Strings that have more characters in common take longer to compare. This can result in a timing attack. However, in practice strings are often not compared one byte at a time, and time differences are very small. Therefore, timing attacks are not necessarily possible, even when using strcmp or == to compare strings.


When an application compares two strings, this can take longer if the strings are more similar. The theory is that the strings are compared character by character. If the first character is different, the application can stop comparing immediately. If the first character is the same, subsequent characters are compared, and this takes longer. When comparing against a secret value, the time the comparison takes may give information on the content of the secret value.

However, this naively assumes that the comparison function compares one byte at a time, and bails out at the first difference. This is not always the case. Even if it is the case, it is not always detectable.

Glibc strcmp

The C implementation of strcmp in glibc first compares bytes until hitting a word boundary, and then compares words. On my system, words are 8 bytes. Comparing 8 bytes at a time is much faster than comparing one byte at a time. Furthermore, it is more secure. To mount a timing attack, the attacker now has to guess all 8 bytes correctly to get a difference in timing.

For modern CPUs, glibc has strcmp variations for AVX2 and EVEX instruction sets, that can compare 32 bytes at a time.

In the below graph, you can see the time it takes strncmp and memcmp to compare two strings. The compared strings are equal for the first x characters, varied over the x-axis. As you can see, strncmp does have variable timing which can be used in a timing attack. However:

  • The time varies in blocks of 8 bytes, so you would have to guess 8 bytes at a time.
  • The time varies by less that a nanosecond, so you would have to detect less of a nanosecond in difference to exploit this.

The graph below also shows memcmp. The difference is that strcmp searches for a null-byte that indicates the end of the string while comparing, while memcmp just compares a number of bytes. With memcmp, comparing more bytes does take more time, but as we see in the graph this is negligable for the 40 bytes I tested. If systems use memcmp instead of strcmp, e.g. because they store the length of the string instead of relying on a terminating null-byte, they are unlikely to be vulnerable to a timing attack.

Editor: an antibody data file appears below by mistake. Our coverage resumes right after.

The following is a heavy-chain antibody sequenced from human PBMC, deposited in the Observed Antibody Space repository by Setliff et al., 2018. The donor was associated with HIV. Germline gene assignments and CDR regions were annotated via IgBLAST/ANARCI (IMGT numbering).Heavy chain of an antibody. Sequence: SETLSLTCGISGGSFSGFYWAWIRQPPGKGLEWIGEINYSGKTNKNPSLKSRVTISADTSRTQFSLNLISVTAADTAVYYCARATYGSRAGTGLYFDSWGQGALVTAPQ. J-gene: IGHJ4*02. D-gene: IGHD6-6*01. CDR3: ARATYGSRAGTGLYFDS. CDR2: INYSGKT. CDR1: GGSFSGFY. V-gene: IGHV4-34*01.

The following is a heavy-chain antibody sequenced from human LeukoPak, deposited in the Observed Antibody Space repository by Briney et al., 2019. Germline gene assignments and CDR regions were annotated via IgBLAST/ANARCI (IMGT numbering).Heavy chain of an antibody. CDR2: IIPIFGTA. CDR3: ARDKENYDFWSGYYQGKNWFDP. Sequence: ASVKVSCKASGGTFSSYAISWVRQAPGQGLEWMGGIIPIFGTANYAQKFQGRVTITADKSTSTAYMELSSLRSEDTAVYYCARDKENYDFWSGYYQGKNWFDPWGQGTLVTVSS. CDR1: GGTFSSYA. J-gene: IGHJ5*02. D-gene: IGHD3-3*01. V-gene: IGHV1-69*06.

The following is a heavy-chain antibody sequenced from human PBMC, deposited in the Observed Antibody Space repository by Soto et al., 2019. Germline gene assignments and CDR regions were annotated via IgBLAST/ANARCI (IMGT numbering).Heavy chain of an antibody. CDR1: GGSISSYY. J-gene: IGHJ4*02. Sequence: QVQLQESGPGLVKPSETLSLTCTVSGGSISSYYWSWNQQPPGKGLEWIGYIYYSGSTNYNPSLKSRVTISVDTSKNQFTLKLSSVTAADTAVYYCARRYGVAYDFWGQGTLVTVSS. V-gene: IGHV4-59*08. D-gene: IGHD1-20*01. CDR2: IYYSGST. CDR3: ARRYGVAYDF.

The string comparison in C# can be smarter than in C, because it can take the current culture into account when comparing Unicode. To do a proper Unicode comparison, it has to do UTF8 parsing and Unicode normalization, which is much more expensive than just comparing bytes.

The “smart” comparison can be disabled by specifying StringComparison.Ordinal as the comparison method. Then, the timing differences disappear.

So, a timing attack is possible, but:

  • Only when doing a culture-sensitive string comparison.
  • The time again varies by less than a nanosecond.


I could show you the timing graph for Python, but it would look like a flat line. Strings that have a longer prefix in common do take longer to compare, but for the 40-byte string I used to test this with, that difference is too small to detect.


Timing attacks on string comparison are sometimes possible. However, it is not as straightforward that any use of strcmp or == is vulnerable. Some implementations compare multiple bytes at a time, making it impossible to guess one byte at a time. The time differences for individual characters are often below one nanosecond, making it virtually impossible to detect remotely.

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